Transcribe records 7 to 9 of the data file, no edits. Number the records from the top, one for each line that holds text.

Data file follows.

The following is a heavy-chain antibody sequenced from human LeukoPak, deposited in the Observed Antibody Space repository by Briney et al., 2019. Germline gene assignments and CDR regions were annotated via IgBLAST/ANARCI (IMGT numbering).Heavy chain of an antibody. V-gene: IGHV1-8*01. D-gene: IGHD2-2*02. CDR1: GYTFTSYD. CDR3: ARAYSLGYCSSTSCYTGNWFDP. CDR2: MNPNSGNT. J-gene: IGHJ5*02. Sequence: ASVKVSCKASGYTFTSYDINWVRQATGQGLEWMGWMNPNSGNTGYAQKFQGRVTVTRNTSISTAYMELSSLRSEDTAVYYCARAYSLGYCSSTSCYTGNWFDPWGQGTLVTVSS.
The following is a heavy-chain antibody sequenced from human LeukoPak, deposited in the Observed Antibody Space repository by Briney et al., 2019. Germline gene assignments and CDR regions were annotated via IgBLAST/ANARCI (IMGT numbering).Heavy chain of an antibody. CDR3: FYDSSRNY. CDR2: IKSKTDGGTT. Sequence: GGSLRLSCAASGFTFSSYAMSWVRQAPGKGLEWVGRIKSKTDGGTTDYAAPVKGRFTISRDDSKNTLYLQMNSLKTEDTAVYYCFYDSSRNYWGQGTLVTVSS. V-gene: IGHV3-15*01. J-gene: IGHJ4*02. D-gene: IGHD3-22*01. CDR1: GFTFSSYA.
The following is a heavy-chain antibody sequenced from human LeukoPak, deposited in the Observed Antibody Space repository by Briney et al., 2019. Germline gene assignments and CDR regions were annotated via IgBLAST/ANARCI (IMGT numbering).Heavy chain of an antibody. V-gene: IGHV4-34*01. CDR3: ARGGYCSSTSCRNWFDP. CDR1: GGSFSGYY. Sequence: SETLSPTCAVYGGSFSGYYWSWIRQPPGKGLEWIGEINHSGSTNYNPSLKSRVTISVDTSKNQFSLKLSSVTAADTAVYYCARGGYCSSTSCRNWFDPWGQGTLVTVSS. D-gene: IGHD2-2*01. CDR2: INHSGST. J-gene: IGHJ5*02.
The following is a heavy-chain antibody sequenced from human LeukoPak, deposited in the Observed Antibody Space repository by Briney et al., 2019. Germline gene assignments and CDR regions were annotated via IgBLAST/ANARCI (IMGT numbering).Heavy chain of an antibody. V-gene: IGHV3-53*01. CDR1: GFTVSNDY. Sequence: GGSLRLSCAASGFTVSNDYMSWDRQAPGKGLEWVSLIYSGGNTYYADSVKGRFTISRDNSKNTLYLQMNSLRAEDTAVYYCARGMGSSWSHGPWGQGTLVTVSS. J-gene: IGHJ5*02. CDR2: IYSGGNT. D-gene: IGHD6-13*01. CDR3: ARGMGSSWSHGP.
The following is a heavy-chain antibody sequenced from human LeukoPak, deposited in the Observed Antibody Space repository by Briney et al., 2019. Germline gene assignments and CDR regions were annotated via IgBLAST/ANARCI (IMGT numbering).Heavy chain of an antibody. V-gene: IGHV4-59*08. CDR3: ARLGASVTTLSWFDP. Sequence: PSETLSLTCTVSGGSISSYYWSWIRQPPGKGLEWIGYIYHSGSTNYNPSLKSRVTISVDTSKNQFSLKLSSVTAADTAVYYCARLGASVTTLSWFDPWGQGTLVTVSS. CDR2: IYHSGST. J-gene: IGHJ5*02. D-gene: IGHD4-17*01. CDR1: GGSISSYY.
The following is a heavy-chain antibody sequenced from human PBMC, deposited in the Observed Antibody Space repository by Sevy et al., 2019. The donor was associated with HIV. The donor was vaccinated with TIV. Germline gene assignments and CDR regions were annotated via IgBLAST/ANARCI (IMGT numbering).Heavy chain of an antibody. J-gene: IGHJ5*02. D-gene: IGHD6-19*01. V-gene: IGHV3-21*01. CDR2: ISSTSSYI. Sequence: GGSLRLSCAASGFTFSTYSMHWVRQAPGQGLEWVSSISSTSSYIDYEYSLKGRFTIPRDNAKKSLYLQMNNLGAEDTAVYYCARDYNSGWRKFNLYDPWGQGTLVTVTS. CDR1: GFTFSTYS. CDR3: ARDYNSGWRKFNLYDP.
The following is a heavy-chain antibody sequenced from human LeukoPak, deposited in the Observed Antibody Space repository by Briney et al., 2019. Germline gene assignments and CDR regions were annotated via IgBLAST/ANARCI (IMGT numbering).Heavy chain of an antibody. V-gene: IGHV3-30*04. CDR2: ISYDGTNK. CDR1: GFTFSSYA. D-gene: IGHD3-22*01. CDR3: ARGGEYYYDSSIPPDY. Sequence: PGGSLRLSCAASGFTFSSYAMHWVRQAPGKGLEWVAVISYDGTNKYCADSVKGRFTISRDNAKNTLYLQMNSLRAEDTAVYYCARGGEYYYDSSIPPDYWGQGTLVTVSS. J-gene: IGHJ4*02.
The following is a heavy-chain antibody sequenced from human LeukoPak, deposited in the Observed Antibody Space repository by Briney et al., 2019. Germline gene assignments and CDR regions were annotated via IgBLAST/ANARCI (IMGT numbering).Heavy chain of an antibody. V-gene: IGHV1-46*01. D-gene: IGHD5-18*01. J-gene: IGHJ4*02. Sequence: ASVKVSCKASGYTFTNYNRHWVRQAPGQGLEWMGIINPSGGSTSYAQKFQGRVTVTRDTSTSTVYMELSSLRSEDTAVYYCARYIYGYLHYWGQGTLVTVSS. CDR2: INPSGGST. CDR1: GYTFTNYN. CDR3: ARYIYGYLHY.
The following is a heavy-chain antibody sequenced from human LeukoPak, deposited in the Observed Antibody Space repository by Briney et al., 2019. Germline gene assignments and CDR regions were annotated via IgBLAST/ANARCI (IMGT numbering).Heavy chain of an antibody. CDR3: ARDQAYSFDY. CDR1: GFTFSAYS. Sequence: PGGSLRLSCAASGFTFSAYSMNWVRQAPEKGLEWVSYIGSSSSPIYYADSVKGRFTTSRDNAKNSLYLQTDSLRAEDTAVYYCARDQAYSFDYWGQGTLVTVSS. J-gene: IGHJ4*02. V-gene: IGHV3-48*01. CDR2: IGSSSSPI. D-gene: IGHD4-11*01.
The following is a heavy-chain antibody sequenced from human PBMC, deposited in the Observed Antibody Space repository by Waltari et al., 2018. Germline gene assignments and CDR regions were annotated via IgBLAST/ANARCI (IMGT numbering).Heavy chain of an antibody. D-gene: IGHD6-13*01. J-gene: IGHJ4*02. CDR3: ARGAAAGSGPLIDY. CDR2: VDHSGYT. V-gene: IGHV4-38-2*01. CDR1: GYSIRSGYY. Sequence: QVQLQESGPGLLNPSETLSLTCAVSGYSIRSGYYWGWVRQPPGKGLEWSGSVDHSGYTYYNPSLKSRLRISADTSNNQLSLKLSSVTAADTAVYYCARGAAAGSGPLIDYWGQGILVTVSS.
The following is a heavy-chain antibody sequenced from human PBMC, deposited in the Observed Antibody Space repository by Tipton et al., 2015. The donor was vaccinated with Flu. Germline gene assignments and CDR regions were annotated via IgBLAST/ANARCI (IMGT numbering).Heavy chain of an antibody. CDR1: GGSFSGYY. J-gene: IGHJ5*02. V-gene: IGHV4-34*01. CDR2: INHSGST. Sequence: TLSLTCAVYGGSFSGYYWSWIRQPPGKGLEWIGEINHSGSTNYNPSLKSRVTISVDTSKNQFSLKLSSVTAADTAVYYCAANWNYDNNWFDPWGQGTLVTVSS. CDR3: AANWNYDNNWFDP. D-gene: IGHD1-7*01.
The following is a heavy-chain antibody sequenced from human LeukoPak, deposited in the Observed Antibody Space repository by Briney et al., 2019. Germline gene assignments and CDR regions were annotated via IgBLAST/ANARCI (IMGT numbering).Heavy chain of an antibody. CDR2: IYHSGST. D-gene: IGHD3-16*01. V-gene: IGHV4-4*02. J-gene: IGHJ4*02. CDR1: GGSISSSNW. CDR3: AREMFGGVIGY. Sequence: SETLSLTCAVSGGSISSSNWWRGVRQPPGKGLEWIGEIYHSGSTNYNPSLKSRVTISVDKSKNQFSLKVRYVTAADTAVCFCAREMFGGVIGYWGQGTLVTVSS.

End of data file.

The following is a heavy-chain antibody sequenced from human LeukoPak, deposited in the Observed Antibody Space repository by Briney et al., 2019. Germline gene assignments and CDR regions were annotated via IgBLAST/ANARCI (IMGT numbering).Heavy chain of an antibody. V-gene: IGHV3-30*04. CDR2: ISYDGTNK. CDR1: GFTFSSYA. D-gene: IGHD3-22*01. CDR3: ARGGEYYYDSSIPPDY. Sequence: PGGSLRLSCAASGFTFSSYAMHWVRQAPGKGLEWVAVISYDGTNKYCADSVKGRFTISRDNAKNTLYLQMNSLRAEDTAVYYCARGGEYYYDSSIPPDYWGQGTLVTVSS. J-gene: IGHJ4*02.
The following is a heavy-chain antibody sequenced from human LeukoPak, deposited in the Observed Antibody Space repository by Briney et al., 2019. Germline gene assignments and CDR regions were annotated via IgBLAST/ANARCI (IMGT numbering).Heavy chain of an antibody. V-gene: IGHV1-46*01. D-gene: IGHD5-18*01. J-gene: IGHJ4*02. Sequence: ASVKVSCKASGYTFTNYNRHWVRQAPGQGLEWMGIINPSGGSTSYAQKFQGRVTVTRDTSTSTVYMELSSLRSEDTAVYYCARYIYGYLHYWGQGTLVTVSS. CDR2: INPSGGST. CDR1: GYTFTNYN. CDR3: ARYIYGYLHY.
The following is a heavy-chain antibody sequenced from human LeukoPak, deposited in the Observed Antibody Space repository by Briney et al., 2019. Germline gene assignments and CDR regions were annotated via IgBLAST/ANARCI (IMGT numbering).Heavy chain of an antibody. CDR3: ARDQAYSFDY. CDR1: GFTFSAYS. Sequence: PGGSLRLSCAASGFTFSAYSMNWVRQAPEKGLEWVSYIGSSSSPIYYADSVKGRFTTSRDNAKNSLYLQTDSLRAEDTAVYYCARDQAYSFDYWGQGTLVTVSS. J-gene: IGHJ4*02. V-gene: IGHV3-48*01. CDR2: IGSSSSPI. D-gene: IGHD4-11*01.